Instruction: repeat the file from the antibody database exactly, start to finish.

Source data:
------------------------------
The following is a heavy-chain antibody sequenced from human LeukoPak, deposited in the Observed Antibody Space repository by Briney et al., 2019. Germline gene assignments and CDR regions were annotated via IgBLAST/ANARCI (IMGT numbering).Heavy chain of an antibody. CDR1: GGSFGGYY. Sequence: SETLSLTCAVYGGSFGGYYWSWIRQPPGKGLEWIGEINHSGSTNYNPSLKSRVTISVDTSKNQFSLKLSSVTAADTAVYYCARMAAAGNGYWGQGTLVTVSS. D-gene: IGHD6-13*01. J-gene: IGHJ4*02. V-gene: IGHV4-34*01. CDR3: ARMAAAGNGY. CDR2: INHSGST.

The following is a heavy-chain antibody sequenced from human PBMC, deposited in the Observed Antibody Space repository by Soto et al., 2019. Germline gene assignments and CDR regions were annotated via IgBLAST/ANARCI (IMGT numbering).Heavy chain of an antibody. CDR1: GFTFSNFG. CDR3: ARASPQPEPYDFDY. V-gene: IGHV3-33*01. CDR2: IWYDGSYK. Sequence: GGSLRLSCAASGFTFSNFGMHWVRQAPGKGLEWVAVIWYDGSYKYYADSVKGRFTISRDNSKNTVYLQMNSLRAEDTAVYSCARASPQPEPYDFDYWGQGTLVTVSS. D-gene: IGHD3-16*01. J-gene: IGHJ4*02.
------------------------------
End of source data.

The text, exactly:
The following is a heavy-chain antibody sequenced from human LeukoPak, deposited in the Observed Antibody Space repository by Briney et al., 2019. Germline gene assignments and CDR regions were annotated via IgBLAST/ANARCI (IMGT numbering).Heavy chain of an antibody. CDR1: GGSFGGYY. Sequence: SETLSLTCAVYGGSFGGYYWSWIRQPPGKGLEWIGEINHSGSTNYNPSLKSRVTISVDTSKNQFSLKLSSVTAADTAVYYCARMAAAGNGYWGQGTLVTVSS. D-gene: IGHD6-13*01. J-gene: IGHJ4*02. V-gene: IGHV4-34*01. CDR3: ARMAAAGNGY. CDR2: INHSGST.

The following is a heavy-chain antibody sequenced from human PBMC, deposited in the Observed Antibody Space repository by Soto et al., 2019. Germline gene assignments and CDR regions were annotated via IgBLAST/ANARCI (IMGT numbering).Heavy chain of an antibody. CDR1: GFTFSNFG. CDR3: ARASPQPEPYDFDY. V-gene: IGHV3-33*01. CDR2: IWYDGSYK. Sequence: GGSLRLSCAASGFTFSNFGMHWVRQAPGKGLEWVAVIWYDGSYKYYADSVKGRFTISRDNSKNTVYLQMNSLRAEDTAVYSCARASPQPEPYDFDYWGQGTLVTVSS. D-gene: IGHD3-16*01. J-gene: IGHJ4*02.